(Reuters) - A Connecticut judge on Wednesday ordered a new trial for Kennedy cousin Michael Skakel, who was convicted more than a decade ago of murdering a teenage neighbor, his defense attorney’s office said.
Skakel’s attorneys had argued before state Superior Court Judge Thomas Bishop that his previous defense attorney, Mickey Sherman, did not competently defend him.
The judge granted Skakel a new trial, according to the office of his current defense attorney, Hubert Santos. Representatives of the court could not be reached for comment.
Skakel, 53, is the nephew of Ethel Skakel Kennedy, widow of the late U.S. Senator Robert F. Kennedy.
He is serving 20 years to life in prison for the bludgeoning death in 1975 of Martha Moxley, his neighbor in Greenwich, Connecticut. He was convicted in 2002.
Both Skakel and Moxley were 15 when she was beaten to death with a golf club. Her body was found on the lawn of her parents’ home in the affluent New York City suburb.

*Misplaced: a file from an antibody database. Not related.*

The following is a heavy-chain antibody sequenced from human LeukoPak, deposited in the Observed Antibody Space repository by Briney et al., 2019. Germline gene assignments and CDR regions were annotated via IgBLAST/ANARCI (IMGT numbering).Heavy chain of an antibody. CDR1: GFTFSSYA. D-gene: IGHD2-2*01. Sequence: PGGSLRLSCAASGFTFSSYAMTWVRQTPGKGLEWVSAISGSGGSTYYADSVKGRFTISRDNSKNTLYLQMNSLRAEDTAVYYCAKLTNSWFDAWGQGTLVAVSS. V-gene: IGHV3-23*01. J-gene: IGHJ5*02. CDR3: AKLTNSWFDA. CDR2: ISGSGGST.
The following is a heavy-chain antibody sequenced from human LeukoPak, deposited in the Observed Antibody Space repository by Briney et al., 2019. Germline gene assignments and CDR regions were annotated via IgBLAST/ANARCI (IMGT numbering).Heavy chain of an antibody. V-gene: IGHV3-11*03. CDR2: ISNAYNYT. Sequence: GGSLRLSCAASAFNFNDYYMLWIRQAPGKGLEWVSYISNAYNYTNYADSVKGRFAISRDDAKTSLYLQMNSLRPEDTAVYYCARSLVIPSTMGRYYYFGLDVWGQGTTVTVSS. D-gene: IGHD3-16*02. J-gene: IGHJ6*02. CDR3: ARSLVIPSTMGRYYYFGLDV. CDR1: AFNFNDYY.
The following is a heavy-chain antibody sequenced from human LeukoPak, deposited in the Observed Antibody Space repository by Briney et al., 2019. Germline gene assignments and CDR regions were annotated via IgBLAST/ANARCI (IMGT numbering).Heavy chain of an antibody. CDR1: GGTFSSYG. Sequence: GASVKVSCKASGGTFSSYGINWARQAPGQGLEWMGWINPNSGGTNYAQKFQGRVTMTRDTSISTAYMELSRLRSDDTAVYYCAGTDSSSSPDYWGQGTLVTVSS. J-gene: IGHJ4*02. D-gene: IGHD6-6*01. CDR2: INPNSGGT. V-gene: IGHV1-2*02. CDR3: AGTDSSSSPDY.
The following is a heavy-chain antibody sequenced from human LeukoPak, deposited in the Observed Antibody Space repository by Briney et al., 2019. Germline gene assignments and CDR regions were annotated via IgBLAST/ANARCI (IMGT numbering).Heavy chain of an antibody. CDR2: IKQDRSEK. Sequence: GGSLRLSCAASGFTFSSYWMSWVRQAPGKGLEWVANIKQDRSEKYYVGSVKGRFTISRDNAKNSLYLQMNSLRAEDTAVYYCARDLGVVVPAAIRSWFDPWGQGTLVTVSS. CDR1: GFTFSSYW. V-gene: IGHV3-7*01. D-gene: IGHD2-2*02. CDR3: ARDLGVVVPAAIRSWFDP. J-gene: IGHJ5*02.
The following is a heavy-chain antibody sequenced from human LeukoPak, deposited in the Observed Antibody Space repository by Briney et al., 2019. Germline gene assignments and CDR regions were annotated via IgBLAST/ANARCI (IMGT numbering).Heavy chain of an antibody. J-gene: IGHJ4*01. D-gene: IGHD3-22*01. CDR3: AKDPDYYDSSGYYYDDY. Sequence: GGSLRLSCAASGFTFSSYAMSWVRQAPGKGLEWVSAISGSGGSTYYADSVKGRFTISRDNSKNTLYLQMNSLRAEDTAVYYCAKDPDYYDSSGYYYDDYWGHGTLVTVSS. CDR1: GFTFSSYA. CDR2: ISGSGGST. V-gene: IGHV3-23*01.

Skakel, who has maintained his innocence, was arrested in 2000. He was unsuccessful in his bid to be tried as a juvenile.
In 2006, the U.S. Supreme Court declined to hear an appeal by Skakel seeking to overturn his conviction on grounds that his constitutional rights had been violated because Connecticut’s five-year statute of limitations, in place at the time Moxley was killed, had expired when he was charged.
In 2009, lawyers for Skakel unsuccessfully sought a new trial to overturn the conviction, saying new evidence implicated other men.
Also, he lost a bid for parole a year ago.
Editing by Daniel Trotta and Gunna Dickson